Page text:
Bahasa Malaysia is Malaysia's national language and is formerly known as Bahasa Melayu (Malay language). It is not only spoken in Malaysia but is also widely spoken in Indonesia, Brunei and Singapore. Some people say that Bahasa Malaysia is an easy language. To a certain extent it is, but believe me, it is not so easy that you can afford to study it while listening to your favourite music at the same time!
The truth is there is no EASY language in the world. Everything is relative so when people say that Malay is an easy language what they really mean is that it IS easy when compared to studying a language like English, French or Mandarin, for example. Thus if you might need to spend at least 300 hours studying English, French or Mandarin before you are able to use it in a simple conversation, you need only spend say, 100 hours studying Malay before you are able to do so. This is because in Malay there is no past tense or past participles of verbs to study as in English, the verbs are not conjugated as in French and you don't have to worry about getting the tones right in order to be understood as you have to in Mandarin.
Lesson 5 Numbers (1-9)
Click to listen
A second reading (by Michelle Nor Ismat, a native speaker)
For those who want to know more:
Note that the adjective always comes after the noun in Malay. Thus "telephone number" is translated as nombor telefon.
Once you are clear about this it is easy to understand why "your telephone number" becomes nombor telefon anda.
Learn the Malay words for 1 to 9 to perfection as you only need to know five more words (belas, puluh, ratus, ribu, juta ) to be able to read any number at all in Malay. More of this later (in Lessons 8 and 22).
The word for "zero" is kosong. It is often used for games results and for telephone numbers.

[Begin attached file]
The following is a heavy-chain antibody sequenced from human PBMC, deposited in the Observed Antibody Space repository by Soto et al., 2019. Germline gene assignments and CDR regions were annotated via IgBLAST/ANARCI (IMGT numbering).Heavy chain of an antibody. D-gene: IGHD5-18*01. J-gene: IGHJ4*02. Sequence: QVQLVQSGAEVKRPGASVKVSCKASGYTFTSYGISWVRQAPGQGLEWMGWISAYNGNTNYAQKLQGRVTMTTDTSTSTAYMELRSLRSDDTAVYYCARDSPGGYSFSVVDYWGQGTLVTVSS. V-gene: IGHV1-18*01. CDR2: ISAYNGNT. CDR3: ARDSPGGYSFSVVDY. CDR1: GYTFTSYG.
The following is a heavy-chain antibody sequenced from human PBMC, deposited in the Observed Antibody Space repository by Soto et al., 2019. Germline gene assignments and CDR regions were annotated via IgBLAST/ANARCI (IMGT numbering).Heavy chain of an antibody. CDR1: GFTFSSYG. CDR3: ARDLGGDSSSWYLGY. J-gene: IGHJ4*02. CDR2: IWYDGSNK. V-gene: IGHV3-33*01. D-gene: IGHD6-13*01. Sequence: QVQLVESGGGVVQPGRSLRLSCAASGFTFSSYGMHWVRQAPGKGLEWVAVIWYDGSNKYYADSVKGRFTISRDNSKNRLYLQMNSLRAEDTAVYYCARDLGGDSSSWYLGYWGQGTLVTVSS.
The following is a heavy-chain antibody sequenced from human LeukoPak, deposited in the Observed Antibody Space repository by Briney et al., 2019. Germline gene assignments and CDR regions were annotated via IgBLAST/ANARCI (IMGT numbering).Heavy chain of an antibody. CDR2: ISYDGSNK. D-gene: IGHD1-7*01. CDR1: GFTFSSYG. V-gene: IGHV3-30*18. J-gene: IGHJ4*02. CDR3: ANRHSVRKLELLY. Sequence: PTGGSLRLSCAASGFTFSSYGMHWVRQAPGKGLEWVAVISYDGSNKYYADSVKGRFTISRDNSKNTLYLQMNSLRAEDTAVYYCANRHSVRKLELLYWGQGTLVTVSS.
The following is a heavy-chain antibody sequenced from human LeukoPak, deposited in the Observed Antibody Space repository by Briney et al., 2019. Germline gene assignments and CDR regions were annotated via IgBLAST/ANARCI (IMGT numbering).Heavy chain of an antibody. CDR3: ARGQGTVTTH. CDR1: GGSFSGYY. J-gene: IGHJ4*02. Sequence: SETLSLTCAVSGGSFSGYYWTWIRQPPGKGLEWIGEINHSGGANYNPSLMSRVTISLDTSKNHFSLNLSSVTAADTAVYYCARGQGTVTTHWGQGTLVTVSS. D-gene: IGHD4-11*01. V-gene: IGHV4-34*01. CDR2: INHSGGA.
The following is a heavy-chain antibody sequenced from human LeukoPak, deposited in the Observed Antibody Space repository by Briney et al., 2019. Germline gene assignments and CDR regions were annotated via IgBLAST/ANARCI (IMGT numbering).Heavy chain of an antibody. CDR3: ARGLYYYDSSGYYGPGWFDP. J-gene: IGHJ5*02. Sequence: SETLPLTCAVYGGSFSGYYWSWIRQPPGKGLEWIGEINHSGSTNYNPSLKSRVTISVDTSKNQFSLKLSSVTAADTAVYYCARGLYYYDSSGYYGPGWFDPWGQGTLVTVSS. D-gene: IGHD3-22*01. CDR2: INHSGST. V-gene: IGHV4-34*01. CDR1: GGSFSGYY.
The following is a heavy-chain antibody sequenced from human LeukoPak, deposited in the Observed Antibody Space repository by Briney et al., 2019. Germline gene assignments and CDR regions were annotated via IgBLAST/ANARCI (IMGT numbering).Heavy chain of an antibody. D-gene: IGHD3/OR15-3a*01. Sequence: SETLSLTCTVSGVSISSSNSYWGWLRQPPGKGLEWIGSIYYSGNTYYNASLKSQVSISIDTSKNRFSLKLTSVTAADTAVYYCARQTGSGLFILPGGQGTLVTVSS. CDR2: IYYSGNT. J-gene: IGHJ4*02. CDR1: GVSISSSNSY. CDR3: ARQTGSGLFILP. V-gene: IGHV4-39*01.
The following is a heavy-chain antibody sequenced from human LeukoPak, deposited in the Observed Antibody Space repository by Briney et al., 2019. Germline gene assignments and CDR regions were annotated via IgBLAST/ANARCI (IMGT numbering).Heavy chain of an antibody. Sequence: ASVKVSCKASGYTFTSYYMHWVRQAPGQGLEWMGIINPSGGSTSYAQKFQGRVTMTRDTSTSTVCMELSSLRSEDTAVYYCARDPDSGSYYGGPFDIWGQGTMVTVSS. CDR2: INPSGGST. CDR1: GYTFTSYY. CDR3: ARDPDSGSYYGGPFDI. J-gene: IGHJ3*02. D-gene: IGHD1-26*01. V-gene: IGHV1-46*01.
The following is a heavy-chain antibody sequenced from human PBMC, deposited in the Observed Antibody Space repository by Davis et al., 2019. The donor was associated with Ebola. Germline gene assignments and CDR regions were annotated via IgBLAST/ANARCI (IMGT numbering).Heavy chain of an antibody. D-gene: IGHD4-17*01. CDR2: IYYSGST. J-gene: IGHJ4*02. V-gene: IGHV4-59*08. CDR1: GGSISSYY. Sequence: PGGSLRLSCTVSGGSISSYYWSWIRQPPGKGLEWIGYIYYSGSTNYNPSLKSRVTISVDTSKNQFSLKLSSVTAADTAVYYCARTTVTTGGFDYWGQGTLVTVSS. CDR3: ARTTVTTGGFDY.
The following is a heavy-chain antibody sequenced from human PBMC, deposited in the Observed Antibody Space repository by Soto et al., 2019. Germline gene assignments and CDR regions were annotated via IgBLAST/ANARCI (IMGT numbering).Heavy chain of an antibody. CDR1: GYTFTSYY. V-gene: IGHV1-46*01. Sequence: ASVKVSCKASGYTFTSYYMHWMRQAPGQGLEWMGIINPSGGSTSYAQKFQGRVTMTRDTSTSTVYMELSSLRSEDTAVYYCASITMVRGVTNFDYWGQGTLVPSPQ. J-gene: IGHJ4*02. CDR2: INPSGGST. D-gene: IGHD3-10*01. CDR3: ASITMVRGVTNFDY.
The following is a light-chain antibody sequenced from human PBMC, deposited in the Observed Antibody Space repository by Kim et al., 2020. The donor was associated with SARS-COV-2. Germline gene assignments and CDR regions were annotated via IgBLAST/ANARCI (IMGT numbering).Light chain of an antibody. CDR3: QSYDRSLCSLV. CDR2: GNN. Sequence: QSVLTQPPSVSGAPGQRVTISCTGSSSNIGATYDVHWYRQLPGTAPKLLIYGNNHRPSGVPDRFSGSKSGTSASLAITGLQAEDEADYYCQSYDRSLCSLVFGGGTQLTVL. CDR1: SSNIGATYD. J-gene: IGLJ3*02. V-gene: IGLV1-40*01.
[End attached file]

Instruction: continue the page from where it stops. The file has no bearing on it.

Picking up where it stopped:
Thus Kami menang tiga kosong means "We won 3-0".
The telephone number 041695827 is read as kosong empat satu enam sembilan lima lapan dua tujuh.
In this connection a useful sentence to learn (yes it's always good to read out the telephone number a second time) is:
Saya akan baca sekali lagi. (I will read it again).
Could I introduce ordinal numbers at this stage?
In English we would say "first, second, third, fourth, fifth, sixth, seventh, eighth, ninth."
In Malay it's yang pertama, yang kedua, yang ketiga, yang keempat, yang kelima, yang keenam, yang ketujuh, yang kelapan and yang kesembilan.
What do you notice? Yes, I'm sure you would have noticed that all of them (except for "first") start with yang ke followed by the number in question. Quite simple, isn't it?
Okay, let's see it in practice:
You know that Fatimah has got 3 brothers and 4 sisters and you want to know where she is situated. You would ask her Fatimah anak yang keberapa?
And if she is the sixth of the eight siblings she would reply Saya anak yang keenam.
Are you ready to do an exercise? If yes, click here.